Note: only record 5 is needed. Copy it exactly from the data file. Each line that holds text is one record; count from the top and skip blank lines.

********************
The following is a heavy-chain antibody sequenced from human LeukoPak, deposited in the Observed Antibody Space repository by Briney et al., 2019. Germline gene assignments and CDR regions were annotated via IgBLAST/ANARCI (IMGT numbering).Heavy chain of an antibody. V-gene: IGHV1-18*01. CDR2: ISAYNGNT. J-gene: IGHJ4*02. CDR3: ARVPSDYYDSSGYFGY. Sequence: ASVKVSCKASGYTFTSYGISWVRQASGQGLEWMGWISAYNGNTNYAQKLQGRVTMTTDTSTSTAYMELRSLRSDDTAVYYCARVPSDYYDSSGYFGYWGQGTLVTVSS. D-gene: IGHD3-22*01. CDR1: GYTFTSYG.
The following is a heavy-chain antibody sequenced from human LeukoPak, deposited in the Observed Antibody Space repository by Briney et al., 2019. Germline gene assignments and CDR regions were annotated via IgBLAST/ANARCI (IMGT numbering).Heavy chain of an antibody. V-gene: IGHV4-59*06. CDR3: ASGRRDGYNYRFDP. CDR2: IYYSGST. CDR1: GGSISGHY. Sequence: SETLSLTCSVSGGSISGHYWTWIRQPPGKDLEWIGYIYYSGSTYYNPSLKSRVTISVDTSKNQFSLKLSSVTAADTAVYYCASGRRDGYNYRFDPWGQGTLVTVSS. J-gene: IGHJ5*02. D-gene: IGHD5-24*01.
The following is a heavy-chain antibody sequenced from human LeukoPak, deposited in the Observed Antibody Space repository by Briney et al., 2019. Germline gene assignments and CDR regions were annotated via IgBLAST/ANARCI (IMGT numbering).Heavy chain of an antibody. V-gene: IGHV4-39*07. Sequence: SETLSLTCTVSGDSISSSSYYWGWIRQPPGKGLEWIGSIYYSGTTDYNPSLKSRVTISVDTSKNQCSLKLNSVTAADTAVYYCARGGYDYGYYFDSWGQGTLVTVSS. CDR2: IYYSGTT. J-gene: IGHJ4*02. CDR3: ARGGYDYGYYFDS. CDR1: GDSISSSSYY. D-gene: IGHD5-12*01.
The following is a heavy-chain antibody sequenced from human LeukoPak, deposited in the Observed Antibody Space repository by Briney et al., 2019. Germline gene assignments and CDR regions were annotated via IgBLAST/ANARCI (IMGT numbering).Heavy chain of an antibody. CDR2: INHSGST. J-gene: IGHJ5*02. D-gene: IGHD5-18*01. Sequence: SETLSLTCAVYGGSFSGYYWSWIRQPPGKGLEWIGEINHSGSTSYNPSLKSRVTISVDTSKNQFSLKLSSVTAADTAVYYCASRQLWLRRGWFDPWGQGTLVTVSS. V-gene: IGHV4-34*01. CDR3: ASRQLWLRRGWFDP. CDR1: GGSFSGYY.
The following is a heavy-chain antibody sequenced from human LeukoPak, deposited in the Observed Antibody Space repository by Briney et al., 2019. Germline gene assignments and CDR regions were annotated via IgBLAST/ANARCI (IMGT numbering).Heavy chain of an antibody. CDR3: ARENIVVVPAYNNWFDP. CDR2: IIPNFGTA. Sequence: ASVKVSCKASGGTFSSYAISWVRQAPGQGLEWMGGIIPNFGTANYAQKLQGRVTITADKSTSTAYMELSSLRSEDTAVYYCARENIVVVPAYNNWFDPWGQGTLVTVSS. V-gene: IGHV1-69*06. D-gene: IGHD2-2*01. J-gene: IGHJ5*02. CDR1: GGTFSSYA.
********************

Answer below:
The following is a heavy-chain antibody sequenced from human LeukoPak, deposited in the Observed Antibody Space repository by Briney et al., 2019. Germline gene assignments and CDR regions were annotated via IgBLAST/ANARCI (IMGT numbering).Heavy chain of an antibody. CDR3: ARENIVVVPAYNNWFDP. CDR2: IIPNFGTA. Sequence: ASVKVSCKASGGTFSSYAISWVRQAPGQGLEWMGGIIPNFGTANYAQKLQGRVTITADKSTSTAYMELSSLRSEDTAVYYCARENIVVVPAYNNWFDPWGQGTLVTVSS. V-gene: IGHV1-69*06. D-gene: IGHD2-2*01. J-gene: IGHJ5*02. CDR1: GGTFSSYA.